Bridge St Paul in Cuenca.I come around the corner to the Hanging Houses, they are not big, but they are grand. They hang mid-air, fearlessly, challenging the laws of gravity. They are carved out of a traditional wooden charm, while being so progressive in architecture that one is forced to think outside the norm when admiring them. My neck croons as I cannot stop staring at them. I photograph them from every possible angle, but still cannot help but feel that I have failed to capture their true beauty.
I move on, making my way closer to them, up a steep hill. I am now in the crux of the old town, to my right are the Hanging Houses, to my left the bridge of Saint Paul (leading to the Saint Paul’s Convent), and to my front and back is an overwhelming juxtaposition of stone houses, churches and foliage, each fighting for a space in this gorgeous landscape. I have arrived and now it’s time for some hearty grub.
Stopping at a Meson
I make my first stop at a Mesón, or typically rustic restaurant, where I sampled ajoarriero, a traditional manchego dish made from eggs, potatoes, garlic and cod fish, all mashed into a deliciously flavorful paste to be eaten with rustic bread. I dove into the dish, face first and wolfed down every last bite. If all pastes could taste this good, then I look forward to the retiring home.
Colonial architecture in Cuenca.However, my travel partner, Luis was not so lucky. He chose another Manchego dish called Morteruelo, also a paste, but made from different game meats such as hare, hen, partridge and pork. The dish tasted of strong livers which seemed to have been aged in red wine and had an aftertaste reminiscent of the scent of animal hide. It was not good, but Luis respectfully ate it all
After the interesting meal it was time to make our way over to the different sites. We cross the bridge of Saint Paul, an endeavor which would be difficult for anyone with a fear of heights. We enjoy Saint Paul’s convent, where Luis tells me that his father spent time, before becoming a certified priest.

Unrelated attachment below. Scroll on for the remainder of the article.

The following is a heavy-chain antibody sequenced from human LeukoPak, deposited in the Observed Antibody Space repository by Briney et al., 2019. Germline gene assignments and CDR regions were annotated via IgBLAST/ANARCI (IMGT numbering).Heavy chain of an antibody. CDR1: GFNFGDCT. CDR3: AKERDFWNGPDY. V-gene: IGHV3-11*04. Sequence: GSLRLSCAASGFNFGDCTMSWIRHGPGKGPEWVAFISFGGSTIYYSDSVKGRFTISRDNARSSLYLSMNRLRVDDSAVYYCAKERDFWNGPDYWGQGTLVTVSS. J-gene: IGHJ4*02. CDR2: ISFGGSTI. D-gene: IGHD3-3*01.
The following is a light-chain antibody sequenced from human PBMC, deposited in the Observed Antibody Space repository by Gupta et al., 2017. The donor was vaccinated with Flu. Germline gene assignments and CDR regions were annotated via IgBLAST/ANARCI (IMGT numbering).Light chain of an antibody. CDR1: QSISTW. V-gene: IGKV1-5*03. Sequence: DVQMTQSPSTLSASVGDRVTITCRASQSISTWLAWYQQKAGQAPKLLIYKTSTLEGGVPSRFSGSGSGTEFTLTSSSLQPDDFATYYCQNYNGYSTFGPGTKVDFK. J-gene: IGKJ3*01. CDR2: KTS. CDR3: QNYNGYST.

Old town Cuenca.Flamenco
We make our way back towards the rest of the old town, when suddenly we hear the sweet sounds of gypsies playing flamenco. I don’t know why, but I have always had a soft spot for gypsies, and this time as I stop to admire their performance, I am asked by one of them, to come sit next to him. Flattered, but uncomfortable, I trudge over feeling awkward by the fact that I am not familiar with the flamenco dance.
However, I cannot help but become completely entranced by the beautiful music, full of feeling and vitality. It was the first time that I had ever gotten so close to these interesting people and I felt so lucky. I gave them all the change that I had and moved on.
I could go on forever about every monument that I have seen or every beautiful person that has touched my heart in Cuenca, but this would soon become redundant. What I have learnt from this special place, which keeps me coming back, is that Cuenca is not a location, but rather a state of mind.
It is a return to a simpler Spain, a rural place where architecture and nature grow together monumentally and where one can sample a forgotten hearty taste. It contains a mystical feeling which has urged countless spiritual leaders to pay homage to its grounds through statues, churches and cathedrals.
It is a culture where the strange gypsies walk amongst the traditional farmers and where the hanging houses impose quaint fearlessness. Most of all, it is a place within us all, a storybook dream come true, an innocence expressed through quintessential beauty that many have imagined, but few have seen.
Rosalie Bebawi spent four years living in Spain, today she lives in San Diego.